Spontaneous Order, Classical Liberalism, and Conservatism

Posted on September 26, 2010 by


The fateful alliance between classical liberals and conservatives was aided in part by their mutual attraction to arguments beginning in the Scottish Enlightenment and continuing through Edmund Burke, and later in economics, that reason alone could not plan a just society.  As more egalitarian and managerially oriented liberals gravitated towards a more activist government as a solution to social ills, classical liberals turned towards the conservative respect for traditional practices, a position reinforced by their knowledge of the market as a spontaneous order in Hayek’s terminology, and the intricate customs that empowered civil society as an order of the same kind.  External political intervention was seen as doomed to failure from overweening hubris, and all too likely to eventuate in despotism.

Understandable as this move was, I think it was an error, and that much of our current political crisis results from it.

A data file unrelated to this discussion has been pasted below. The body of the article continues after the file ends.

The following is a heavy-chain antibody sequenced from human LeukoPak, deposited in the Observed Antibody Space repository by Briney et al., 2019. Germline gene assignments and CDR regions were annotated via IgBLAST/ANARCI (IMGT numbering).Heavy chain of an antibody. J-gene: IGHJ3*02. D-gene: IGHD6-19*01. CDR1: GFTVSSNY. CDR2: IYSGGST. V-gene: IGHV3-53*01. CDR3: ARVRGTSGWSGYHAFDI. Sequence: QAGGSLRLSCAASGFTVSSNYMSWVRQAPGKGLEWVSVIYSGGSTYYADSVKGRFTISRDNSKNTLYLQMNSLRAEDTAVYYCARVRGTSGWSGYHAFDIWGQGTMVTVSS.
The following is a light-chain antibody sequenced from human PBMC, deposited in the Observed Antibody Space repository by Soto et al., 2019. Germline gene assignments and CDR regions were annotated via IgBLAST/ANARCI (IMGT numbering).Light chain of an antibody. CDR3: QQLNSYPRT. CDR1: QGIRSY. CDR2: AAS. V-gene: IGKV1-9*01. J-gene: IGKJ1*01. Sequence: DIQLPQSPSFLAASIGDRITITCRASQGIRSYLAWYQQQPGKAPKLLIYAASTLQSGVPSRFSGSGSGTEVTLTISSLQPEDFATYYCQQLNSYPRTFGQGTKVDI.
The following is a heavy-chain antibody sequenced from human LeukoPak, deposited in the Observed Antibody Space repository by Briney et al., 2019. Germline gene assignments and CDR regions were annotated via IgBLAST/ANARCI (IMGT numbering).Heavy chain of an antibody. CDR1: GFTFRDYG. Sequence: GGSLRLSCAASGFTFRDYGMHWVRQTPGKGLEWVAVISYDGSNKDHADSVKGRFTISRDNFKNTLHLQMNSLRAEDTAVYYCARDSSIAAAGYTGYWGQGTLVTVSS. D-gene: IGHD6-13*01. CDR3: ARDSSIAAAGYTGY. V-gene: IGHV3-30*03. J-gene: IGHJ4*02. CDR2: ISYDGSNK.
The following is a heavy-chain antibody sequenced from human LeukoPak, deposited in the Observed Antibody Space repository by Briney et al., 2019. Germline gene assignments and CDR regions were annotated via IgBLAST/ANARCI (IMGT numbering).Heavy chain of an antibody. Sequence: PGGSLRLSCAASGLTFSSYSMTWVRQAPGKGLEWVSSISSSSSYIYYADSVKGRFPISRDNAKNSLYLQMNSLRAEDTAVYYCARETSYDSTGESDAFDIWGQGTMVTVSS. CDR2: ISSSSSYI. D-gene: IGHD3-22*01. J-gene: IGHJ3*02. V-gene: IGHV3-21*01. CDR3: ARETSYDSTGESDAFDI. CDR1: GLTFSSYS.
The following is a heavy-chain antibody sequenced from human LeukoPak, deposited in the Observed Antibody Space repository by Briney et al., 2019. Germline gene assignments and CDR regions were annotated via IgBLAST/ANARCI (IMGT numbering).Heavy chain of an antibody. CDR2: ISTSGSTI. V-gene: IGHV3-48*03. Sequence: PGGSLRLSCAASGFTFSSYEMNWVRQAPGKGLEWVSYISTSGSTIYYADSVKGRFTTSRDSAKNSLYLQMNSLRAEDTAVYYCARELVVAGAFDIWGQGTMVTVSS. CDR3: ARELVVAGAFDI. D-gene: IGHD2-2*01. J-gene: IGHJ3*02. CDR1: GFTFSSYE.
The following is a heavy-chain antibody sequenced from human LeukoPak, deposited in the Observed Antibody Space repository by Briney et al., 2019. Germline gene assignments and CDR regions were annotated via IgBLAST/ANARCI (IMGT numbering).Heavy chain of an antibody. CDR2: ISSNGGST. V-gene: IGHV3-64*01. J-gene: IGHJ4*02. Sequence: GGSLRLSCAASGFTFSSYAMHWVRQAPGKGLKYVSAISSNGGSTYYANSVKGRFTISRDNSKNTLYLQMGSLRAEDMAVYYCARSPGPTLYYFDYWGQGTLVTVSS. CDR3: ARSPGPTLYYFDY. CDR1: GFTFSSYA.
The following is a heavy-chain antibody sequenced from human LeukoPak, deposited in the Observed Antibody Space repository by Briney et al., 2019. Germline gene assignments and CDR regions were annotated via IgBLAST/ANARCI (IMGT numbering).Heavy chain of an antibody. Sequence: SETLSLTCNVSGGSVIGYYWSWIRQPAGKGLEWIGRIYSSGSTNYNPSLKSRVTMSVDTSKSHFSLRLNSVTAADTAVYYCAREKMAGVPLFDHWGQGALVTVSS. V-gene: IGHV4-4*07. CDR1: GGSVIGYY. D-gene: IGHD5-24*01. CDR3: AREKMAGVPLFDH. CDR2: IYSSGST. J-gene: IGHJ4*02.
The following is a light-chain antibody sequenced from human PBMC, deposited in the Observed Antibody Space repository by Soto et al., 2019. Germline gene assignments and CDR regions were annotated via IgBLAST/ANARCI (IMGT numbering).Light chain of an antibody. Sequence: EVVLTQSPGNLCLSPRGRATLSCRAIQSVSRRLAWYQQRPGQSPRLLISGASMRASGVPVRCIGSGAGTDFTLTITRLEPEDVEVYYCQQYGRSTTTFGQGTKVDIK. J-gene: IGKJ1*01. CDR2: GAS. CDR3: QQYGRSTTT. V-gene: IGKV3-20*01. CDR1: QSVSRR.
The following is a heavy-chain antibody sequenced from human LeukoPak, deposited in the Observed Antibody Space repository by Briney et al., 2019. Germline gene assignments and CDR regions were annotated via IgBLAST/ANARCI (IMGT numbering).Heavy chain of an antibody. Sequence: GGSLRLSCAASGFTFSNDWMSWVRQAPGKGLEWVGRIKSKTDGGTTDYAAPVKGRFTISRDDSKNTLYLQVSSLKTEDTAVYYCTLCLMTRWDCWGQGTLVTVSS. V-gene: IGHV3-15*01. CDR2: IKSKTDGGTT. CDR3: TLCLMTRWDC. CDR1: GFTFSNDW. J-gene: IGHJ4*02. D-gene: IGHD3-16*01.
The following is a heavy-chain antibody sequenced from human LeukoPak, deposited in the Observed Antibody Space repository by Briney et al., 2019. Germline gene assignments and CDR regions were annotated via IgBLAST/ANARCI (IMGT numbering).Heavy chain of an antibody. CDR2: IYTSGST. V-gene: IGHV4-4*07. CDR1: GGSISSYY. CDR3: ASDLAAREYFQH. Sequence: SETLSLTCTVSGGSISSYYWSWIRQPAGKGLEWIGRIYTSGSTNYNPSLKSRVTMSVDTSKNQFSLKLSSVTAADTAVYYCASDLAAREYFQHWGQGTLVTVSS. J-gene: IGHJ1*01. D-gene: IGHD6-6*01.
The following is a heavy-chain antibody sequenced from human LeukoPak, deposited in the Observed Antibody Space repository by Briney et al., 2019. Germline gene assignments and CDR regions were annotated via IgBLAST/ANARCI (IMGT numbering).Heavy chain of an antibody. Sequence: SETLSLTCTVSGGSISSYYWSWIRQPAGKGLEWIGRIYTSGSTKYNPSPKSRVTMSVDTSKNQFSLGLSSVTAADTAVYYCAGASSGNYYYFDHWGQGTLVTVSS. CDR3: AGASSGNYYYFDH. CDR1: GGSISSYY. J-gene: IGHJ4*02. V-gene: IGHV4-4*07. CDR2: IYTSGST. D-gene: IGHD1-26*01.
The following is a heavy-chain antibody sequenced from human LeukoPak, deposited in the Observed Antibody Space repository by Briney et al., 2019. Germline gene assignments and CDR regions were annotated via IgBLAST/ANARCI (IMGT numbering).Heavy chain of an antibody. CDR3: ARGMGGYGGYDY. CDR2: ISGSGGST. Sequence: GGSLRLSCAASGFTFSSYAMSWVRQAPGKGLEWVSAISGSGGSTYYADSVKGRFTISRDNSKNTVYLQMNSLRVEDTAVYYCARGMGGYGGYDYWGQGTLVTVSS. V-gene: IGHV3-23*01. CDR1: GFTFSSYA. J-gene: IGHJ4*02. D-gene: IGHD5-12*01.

Adam Smith’s first work on how order arises spontaneously in society was his study of the evolution of language, not the market.  Even earlier  Hume had emphasized its role in custom, as had Adam Ferguson.  Economics was simply one (very important) case of a larger phenomena first identified in the Scottish Enlightenment. A comment Smith made about businessmen and the market was glossed over by most subsequent classical liberals: that businessmen rarely get together except to game the market at the consumer’s expense.  The reply, of course, is that competitiveness in the market ultimately destroys such efforts.  But this reply underestimates the problem Smith identified.

There is a central tension in all social spontaneous orders: that between the processes that generate the order and the immediate interests of those who are successful within it.  In simple terms, it is a conflict between spontaneous order and instrumental organization.  Any business that succeeds within the market also runs the risk of eventually being put out of business through the arrival of new competitors or changed conditions.